At a Weekly wine tasting a few weeks ago, one of the bottles opened was the recently released 2003 chardonnay from John Abbott’s Abeja Winery in Walla Walla. We all expected to like the wine—though Abeja’s fairly new, Abbott has been making fine wine for other labels for many years. What we did not expect was to like the wine so much that it virtually erased all the others under consideration that day. The compliments were many and varied, but the one that captured the overall mood was: “If Washington can produce a chardonnay this good, why aren’t more winemakers doing it?”
So I called Abbott, and I found out why. “Wines with a lower pH [higher acidity] always seem more balanced and elegant. You tend to have higher acid at ripeness at cooler-climate sites, so we go first to Connor Lee Vineyard on the Wahluke Slope, which averages 10 degrees cooler than Wahluke average, and we pick it early as we can, soon as the greenness goes away, at 3, 3.18 pH.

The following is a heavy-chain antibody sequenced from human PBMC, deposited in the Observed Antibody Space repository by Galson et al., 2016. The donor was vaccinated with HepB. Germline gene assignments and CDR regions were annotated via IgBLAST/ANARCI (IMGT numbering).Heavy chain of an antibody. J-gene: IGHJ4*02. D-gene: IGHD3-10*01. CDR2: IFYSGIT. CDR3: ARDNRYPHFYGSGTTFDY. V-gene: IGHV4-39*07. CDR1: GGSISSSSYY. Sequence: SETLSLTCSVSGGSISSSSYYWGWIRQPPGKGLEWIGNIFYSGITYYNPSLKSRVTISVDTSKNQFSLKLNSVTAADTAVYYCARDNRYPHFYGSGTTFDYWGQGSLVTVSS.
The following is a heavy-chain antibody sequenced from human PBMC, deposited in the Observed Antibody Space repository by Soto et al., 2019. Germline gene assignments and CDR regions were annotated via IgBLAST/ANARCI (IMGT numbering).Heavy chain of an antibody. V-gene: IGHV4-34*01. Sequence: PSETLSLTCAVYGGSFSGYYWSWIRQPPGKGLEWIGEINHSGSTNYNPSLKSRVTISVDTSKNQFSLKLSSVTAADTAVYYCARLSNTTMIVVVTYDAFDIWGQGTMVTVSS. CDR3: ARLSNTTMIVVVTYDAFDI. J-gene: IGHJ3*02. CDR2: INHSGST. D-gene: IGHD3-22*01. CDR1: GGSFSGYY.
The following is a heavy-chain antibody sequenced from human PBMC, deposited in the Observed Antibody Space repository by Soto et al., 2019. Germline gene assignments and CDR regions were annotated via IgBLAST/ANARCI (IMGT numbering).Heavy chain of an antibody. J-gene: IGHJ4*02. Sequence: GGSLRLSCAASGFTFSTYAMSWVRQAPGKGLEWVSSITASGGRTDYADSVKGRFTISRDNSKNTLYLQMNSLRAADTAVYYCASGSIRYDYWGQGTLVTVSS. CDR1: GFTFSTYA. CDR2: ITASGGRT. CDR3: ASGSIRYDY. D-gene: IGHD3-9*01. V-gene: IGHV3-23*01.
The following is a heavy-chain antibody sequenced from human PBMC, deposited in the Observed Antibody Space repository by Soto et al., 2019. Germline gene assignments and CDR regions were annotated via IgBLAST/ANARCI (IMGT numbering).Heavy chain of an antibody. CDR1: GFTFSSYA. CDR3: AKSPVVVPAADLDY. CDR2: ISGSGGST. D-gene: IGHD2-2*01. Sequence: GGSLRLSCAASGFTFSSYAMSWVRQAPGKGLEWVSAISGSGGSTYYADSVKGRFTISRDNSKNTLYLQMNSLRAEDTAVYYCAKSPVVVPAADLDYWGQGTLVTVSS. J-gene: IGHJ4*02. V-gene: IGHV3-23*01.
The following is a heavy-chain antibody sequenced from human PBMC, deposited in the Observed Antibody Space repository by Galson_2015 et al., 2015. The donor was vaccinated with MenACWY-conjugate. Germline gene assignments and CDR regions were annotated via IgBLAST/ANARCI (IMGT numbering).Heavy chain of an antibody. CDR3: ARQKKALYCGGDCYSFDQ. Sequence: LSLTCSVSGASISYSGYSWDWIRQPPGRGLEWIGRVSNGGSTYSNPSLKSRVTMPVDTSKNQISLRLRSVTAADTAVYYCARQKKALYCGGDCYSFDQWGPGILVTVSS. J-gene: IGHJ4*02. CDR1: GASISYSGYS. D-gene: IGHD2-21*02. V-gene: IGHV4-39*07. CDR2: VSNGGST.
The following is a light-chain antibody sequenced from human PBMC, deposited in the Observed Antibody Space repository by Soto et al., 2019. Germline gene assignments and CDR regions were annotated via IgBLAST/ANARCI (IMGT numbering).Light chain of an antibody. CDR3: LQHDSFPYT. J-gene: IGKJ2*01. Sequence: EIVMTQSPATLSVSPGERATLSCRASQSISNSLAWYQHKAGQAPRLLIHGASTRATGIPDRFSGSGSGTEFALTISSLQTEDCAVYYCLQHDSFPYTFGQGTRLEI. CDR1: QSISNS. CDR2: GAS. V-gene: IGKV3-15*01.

“The next piece of the puzzle comes from the Kestrel View Estates outside Prosser. That site provides the majority of the fruit and basic structure, and we’re pretty finicky about it; the vines are older and more variable, so we pick through at least two or three times to get consistency. The third element of the wine comes from Celilo Vineyard down on the Columbia. The Celilo vines are pruned so that each shoot is left with just one primary cluster, and we actually go through and prune off the ‘shoulders’ [small bunches of grapes perched on top of the main bunch like epaulets] because they can keep the fruit beneath from ripening.”
So Abbott and company harvest four or five times and haul grapes from three sites separated by about 400 miles to make 500 cases of wine? “Uh-huh. We don’t really make it for the money. [The wine retails for about $25.] We have a lot of fun making it. I can’t imagine a harvest without chardonnay: the fragrance that comes out of the press when you open it, that allspice and candy-apple smell of the lees.”